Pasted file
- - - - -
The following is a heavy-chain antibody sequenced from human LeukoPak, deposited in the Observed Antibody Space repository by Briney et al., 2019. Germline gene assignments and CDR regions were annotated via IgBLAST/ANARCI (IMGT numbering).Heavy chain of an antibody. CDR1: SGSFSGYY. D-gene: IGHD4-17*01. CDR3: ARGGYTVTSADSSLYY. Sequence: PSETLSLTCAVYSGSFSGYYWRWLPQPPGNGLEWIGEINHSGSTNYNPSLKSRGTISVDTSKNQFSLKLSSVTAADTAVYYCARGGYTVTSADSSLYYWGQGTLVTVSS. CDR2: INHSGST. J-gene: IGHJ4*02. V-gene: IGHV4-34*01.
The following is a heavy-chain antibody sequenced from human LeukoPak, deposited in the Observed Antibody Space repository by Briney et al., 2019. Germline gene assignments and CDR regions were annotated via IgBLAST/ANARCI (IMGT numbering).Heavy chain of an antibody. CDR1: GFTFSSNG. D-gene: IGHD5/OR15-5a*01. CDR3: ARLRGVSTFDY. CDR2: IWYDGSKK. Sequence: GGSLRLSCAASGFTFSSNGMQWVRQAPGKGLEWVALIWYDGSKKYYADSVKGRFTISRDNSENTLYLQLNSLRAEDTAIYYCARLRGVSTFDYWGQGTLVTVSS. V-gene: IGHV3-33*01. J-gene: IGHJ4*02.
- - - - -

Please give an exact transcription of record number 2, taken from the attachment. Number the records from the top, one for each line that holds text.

The following is a heavy-chain antibody sequenced from human LeukoPak, deposited in the Observed Antibody Space repository by Briney et al., 2019. Germline gene assignments and CDR regions were annotated via IgBLAST/ANARCI (IMGT numbering).Heavy chain of an antibody. CDR1: GFTFSSNG. D-gene: IGHD5/OR15-5a*01. CDR3: ARLRGVSTFDY. CDR2: IWYDGSKK. Sequence: GGSLRLSCAASGFTFSSNGMQWVRQAPGKGLEWVALIWYDGSKKYYADSVKGRFTISRDNSENTLYLQLNSLRAEDTAIYYCARLRGVSTFDYWGQGTLVTVSS. V-gene: IGHV3-33*01. J-gene: IGHJ4*02.